Arts

A Comedy On Cruise Control

Jazz Central hosts the zany rom-com “Jeffrey.”

Jimmy Curtin and Marguerite Mitchell in Rarely Done's "Jeffrey." Courtney Lepore photo

Paul Rudnick’s 1993 off-Broadway comedy hit Jeffrey dared to mine humor from the then-raging AIDS crisis of 1990s-era Manhattan. While 23 years of AIDS awareness hasn’t dimmed the urgency of the play’s social message, it’s still an often uproarious show, as proven by director Dan Tursi’s current mounting from Rarely Done Productions, running through April 16 at Jazz Central, 441 E. Washington St.

Unlike those 1960s sex comedies that starred Doris Day as a virgin on the verge, Rudnick’s work presents a boy-meets-boy romcom with a noteworthy twist. Wannabe actor and part-time catering waiter Jeffrey (Ryan Diana) is also a promiscuous love muffin who grows more wary of the AIDS dilemma. The play’s opening line (“It broke!”) as Jeffrey and a one-night stand thrash under the sheets strikes a fearful note, as our leading man contemplates his options.

So Jeffrey impulsively takes a vow of celibacy, which becomes immediately tested when he meets a hunka-hunka eye candy named Steve (Derek Potocki). Complicating matters is that Steve admits from the outset that he has been diagnosed HIV-positive. It’s a burst of honesty to let his potential partner know what he might be getting into, but instead the emotionally confused Jeffrey retreats to his no-sex mantra. Jeffrey’s plot could well have influenced Amy Schumer’s 2015 movie Trainwreck, which also focused on the actions of a sleep-around character.

Getting sandwiched between the Jeffrey-Steve relationship is a slew of send-ups, as Rudnick spoofs game shows (It’s Just Sex, with Jimmy Curtin as pompadoured host Skip Winkly), a Best Little Whorehouse-styled dance hoedown, TV cop dramas and then-current Broadway hits such as Cats, which only demonstrates that the statute of limitations still hasn’t expired regarding gags about Andrew Lloyd Webber. Rudnick doesn’t shy from occasional moments of sexual frankness, either, although he does pull humor from unlikely places. During a group-grope session at a rough-trade bar, Jeffrey deadpans, “Why do I feel like I’m on a subway?”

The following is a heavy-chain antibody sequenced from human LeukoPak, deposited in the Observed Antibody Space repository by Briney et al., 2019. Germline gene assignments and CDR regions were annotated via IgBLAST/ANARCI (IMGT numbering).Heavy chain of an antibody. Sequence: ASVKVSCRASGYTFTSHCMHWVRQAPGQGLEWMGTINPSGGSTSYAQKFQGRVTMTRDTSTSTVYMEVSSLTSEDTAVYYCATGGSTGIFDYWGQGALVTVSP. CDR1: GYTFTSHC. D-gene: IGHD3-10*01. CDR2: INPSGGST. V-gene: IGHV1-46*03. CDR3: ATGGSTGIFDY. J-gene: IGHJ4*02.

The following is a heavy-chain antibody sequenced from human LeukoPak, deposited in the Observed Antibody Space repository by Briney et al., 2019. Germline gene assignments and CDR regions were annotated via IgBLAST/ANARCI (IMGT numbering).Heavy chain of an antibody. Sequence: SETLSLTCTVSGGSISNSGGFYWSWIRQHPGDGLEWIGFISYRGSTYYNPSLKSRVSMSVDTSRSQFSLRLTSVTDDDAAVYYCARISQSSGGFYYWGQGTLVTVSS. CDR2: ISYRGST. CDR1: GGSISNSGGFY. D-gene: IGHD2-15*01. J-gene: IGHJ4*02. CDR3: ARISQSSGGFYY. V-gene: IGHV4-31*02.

Director Tursi first guided a production of Jeffrey for a series of sellout runs in summer 2000, so he has a knack for maintaining a kinetic pace with this show’s vaudeville-style blackout sketches. Rudnick’s play has a lot on its plate, from swishy stereotypes and show-tune references to sharp satire and sweet-natured characterizations, yet Tursi manages to keep all the disparate elements together with a stylish élan.

As Jeffrey, Ryan Diana lends a baby-faced appeal as a Big Apple innocent, a sort of Little Annie Fanny manchild, if you can imagine that. Derek Potocki portrays Steve as a longhaired dreamboat who encourages Jeffrey to follow his heart. As a gay couple who must wrestle with the AIDS issue head on, Alan Stillman and Jason Timothy contribute savvy comic timing to make the most of their character’s catty dialogue.

The other nine cast members pop up in multiple roles, with Patricia Catchouny taking on five parts (including a Gershwin-warbling Mother Teresa) as she effortlessly changes wigs and accents throughout this still outrageous entertainment.

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